Can reusing cooking oil in London buses really save 50,000 tonnes of carbon dioxide a year?

In news articles in October, Boris Johnson was reported as saying that the use of biofuels in London’s buses, made from London’s waste cooking oil, could save 50,000 tonnes of carbon dioxide. I’m no biofuel expert but this sounded like a lot so I decided to Ask for Evidence.

It took a month but I did get a response from the Greater London Authority (GLA) Waste and Energy Team. They couldn’t fully answer my question so they asked a colleague from Transport for London (TfL) to contact me. Both the GLA and TfL were really helpful, and took me through the calculation that led to Mr Johnson’s statement:

The bus fleet currently uses 250 million litres of diesel a year.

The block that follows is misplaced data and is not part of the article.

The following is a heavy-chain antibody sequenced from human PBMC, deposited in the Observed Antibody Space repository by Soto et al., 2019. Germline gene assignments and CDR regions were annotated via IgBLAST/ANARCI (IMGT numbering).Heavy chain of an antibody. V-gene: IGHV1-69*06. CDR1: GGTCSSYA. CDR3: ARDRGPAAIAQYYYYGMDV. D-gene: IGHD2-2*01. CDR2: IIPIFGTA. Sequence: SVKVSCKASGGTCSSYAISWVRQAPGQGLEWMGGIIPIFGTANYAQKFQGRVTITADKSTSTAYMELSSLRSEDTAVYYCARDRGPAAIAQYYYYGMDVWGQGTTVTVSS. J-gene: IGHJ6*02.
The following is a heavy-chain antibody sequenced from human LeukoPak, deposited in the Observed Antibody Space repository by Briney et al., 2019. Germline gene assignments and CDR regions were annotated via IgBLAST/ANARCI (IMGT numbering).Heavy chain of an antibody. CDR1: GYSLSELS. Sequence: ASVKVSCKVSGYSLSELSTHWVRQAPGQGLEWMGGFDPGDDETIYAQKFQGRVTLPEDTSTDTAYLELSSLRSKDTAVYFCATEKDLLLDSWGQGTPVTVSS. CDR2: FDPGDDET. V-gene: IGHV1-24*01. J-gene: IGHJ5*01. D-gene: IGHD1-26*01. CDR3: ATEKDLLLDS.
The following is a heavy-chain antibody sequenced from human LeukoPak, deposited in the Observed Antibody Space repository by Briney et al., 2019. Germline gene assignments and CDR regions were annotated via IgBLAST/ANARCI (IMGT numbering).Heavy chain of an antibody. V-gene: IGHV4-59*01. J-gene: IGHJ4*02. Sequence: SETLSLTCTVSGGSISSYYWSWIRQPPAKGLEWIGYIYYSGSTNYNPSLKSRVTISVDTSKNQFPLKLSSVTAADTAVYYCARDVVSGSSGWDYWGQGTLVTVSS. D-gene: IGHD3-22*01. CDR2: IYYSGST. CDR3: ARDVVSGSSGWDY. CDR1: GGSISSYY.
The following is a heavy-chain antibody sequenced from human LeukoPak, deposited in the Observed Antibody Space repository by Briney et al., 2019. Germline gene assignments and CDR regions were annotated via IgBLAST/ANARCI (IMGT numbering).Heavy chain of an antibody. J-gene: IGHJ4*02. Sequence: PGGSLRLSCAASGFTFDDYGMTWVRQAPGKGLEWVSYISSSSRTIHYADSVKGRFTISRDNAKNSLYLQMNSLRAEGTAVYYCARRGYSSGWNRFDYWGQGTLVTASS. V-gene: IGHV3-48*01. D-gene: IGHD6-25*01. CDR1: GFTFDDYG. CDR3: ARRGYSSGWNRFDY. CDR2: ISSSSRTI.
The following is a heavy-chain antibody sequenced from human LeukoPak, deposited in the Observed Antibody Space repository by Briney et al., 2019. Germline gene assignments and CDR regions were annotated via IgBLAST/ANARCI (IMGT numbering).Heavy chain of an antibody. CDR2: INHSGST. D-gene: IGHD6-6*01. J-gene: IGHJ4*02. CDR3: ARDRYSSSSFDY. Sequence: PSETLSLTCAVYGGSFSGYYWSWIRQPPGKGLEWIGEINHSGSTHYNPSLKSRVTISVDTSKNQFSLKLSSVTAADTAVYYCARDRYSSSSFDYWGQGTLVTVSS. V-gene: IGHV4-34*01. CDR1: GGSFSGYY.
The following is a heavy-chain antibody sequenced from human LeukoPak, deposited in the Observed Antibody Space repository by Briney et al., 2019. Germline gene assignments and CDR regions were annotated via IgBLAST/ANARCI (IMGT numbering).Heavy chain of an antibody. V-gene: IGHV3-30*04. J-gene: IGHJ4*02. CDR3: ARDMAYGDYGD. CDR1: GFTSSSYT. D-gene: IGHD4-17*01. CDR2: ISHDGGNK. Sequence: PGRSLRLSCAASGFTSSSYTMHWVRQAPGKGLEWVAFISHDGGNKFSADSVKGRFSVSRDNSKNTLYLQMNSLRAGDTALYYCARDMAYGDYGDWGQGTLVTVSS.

Defra stipulates that 1 litre of diesel is responsible for producing 2.64 kg carbon dioxide, so the bus fleet currently produces 660 million kg of carbon dioxide, or 660 000 tonnes.

According to the Department for Transport (DfT) calculations, if all the fuel was biodiesel, it would result in an 83% saving in carbon dioxide production (including processing costs).

For this quote, a conservative estimate of a 75% saving was used.

So if 10% of London’s bus fuel was biodiesel (a possibility with London’s current waste cooking oil production, according to the LRS consultants report), this would give a 7.5% carbon dioxide saving…

(7.5/100)*660 000 = 49 500 tonnes carbon dioxide

Within this explanation there are obviously a couple of values that we have to assume are true (from Defra and the DfT) but as it stands I get a similar value to that reported in the media. I wonder if Mr Johnson asked to see the calculations before addressing the press!

Sign in


Sign up